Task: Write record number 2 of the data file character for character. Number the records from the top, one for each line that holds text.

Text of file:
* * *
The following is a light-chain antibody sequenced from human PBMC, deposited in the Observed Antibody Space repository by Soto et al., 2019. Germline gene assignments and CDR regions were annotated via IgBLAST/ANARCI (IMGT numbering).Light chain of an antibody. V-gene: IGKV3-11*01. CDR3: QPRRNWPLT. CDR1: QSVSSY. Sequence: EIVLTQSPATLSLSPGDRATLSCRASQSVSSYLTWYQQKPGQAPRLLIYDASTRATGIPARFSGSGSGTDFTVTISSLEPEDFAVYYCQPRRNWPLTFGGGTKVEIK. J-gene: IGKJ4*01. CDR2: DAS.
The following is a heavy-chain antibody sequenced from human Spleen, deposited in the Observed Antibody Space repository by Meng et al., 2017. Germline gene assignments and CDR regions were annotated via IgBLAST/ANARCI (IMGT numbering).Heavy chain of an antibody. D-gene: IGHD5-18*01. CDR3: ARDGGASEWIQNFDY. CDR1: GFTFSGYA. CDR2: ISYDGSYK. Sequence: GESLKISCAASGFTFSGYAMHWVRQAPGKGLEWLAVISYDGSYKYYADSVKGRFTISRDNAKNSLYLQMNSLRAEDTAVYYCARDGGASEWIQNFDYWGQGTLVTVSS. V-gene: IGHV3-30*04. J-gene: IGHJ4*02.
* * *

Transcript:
The following is a heavy-chain antibody sequenced from human Spleen, deposited in the Observed Antibody Space repository by Meng et al., 2017. Germline gene assignments and CDR regions were annotated via IgBLAST/ANARCI (IMGT numbering).Heavy chain of an antibody. D-gene: IGHD5-18*01. CDR3: ARDGGASEWIQNFDY. CDR1: GFTFSGYA. CDR2: ISYDGSYK. Sequence: GESLKISCAASGFTFSGYAMHWVRQAPGKGLEWLAVISYDGSYKYYADSVKGRFTISRDNAKNSLYLQMNSLRAEDTAVYYCARDGGASEWIQNFDYWGQGTLVTVSS. V-gene: IGHV3-30*04. J-gene: IGHJ4*02.